The power of perception is a wonderful thing. The way in which two individuals see something can differ so wildly as to make one question whether or not they’re speaking about the same episode. On Tuesday night, Neil Swarbrick copped an earful of Jürgen Klopp’s momentary righteous indignation. It was massively entertaining for us Liverpool fans, a chance to see our manager literally mouthing defiance of Chelsea at officialdom, a moment of spontaneous and raw emotion.
It was also, in hindsight, thoroughly inappropriate. Swarbrick, after all, had done nothing to incur the close-range ire of the German. Klopp was quick to realise his faux pas, however, and he swiftly apologised to the hapless touchline referee and then spoke, voluntarily, to the media about the exchange later. Swarbrick, no doubt charmed by the frank apology and Klopp’s general charisma, apparently told the bearded boss that he admired his passion and graciously accepted the attempt at reconciliation. The watching world, Red and otherwise, smiled at the harmless anecdote and moved on. It was, after all, just Klopp being Klopp.
Last night before insulting and walking out on a BBC television journalist, Jose Mourinho revealed a stunningly different reaction to the incident. The Portuguese wind-up merchant, a man simultaneously inclined towards egomaniacal delusions of grandeur and paranoid anxiety about his waning status, had just seen his side drop two points to Hull and stay rooted in 6th position, some 4 points off local rivals Manchester City in 5th.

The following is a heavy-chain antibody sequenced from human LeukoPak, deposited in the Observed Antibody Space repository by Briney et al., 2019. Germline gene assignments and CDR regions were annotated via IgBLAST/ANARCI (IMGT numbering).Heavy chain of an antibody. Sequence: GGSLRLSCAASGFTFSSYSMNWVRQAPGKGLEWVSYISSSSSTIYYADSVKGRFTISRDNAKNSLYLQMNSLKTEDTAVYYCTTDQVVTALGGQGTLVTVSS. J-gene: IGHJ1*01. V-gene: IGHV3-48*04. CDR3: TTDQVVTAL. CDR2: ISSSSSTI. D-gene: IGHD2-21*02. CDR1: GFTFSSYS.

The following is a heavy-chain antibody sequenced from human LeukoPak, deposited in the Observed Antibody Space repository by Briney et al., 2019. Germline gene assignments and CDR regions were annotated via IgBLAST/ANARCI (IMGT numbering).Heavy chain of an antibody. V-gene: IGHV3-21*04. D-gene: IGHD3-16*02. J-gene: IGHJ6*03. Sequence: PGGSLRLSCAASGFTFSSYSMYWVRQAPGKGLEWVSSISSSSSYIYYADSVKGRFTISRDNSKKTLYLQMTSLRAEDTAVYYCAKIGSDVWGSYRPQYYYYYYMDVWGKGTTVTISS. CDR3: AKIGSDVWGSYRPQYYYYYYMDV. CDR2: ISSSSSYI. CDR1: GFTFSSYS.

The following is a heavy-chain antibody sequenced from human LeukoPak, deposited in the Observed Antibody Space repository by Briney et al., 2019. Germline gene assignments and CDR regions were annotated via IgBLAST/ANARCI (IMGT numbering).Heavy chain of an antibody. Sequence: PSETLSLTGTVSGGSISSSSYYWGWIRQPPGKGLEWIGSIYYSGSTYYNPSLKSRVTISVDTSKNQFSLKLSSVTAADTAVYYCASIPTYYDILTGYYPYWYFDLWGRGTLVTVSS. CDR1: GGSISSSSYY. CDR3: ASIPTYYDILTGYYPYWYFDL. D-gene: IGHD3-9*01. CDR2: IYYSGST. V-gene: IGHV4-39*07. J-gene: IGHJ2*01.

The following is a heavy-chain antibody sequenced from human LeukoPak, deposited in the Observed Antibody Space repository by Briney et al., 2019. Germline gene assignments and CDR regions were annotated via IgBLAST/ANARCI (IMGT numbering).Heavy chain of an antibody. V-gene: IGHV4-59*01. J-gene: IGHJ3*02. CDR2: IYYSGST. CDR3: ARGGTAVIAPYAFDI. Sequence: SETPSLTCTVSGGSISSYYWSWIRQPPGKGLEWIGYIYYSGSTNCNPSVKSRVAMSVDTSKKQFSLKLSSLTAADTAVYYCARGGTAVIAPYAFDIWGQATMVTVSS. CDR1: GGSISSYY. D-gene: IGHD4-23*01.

Understandably, the United boss was a touch miffed at proceedings, but predictably, the target of his outrage was neither his own shortcomings nor those of his players. In fact, in another tiresome display of what his many sycophantic apostles dub ‘mind games,’ the sullen manager aimed a second dig in a week at Klopp. After his previous lamentable attempt at sarcasm and wind-based wit, last night’s effort was even more pointedly petty.
After a typical display of sideline petulance, Mourinho was stung by what he perceived to be draconian treatment at the hands of officials. “Yesterday a 4th official told a manager ‘I enjoy your passion,’ today I am told to sit down or I am going to be sent off,” he bleated, in a futile attempt to distract from the preceding farrago. It was a hopelessly transparent tactic of misdirection that gleaned immediate disdain on Twitter and one that brought rueful headshakes from all but the most one-eyed Mancunians. The sourness of it was remarkable, even from one as prone to tantrums as the former Chelsea gaffer, but it surprised no one. It was, after all, just Mourinho being Mourinho.